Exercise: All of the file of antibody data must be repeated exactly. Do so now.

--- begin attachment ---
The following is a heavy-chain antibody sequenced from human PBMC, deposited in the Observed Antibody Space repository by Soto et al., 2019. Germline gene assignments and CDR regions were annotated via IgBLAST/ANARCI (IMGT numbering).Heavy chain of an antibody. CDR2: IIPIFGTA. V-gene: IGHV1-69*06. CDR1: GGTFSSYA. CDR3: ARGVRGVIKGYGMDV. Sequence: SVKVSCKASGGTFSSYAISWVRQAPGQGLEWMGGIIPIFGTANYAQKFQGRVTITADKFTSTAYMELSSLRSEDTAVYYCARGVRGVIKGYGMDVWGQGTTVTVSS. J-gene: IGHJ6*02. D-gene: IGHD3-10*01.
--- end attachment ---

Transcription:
The following is a heavy-chain antibody sequenced from human PBMC, deposited in the Observed Antibody Space repository by Soto et al., 2019. Germline gene assignments and CDR regions were annotated via IgBLAST/ANARCI (IMGT numbering).Heavy chain of an antibody. CDR2: IIPIFGTA. V-gene: IGHV1-69*06. CDR1: GGTFSSYA. CDR3: ARGVRGVIKGYGMDV. Sequence: SVKVSCKASGGTFSSYAISWVRQAPGQGLEWMGGIIPIFGTANYAQKFQGRVTITADKFTSTAYMELSSLRSEDTAVYYCARGVRGVIKGYGMDVWGQGTTVTVSS. J-gene: IGHJ6*02. D-gene: IGHD3-10*01.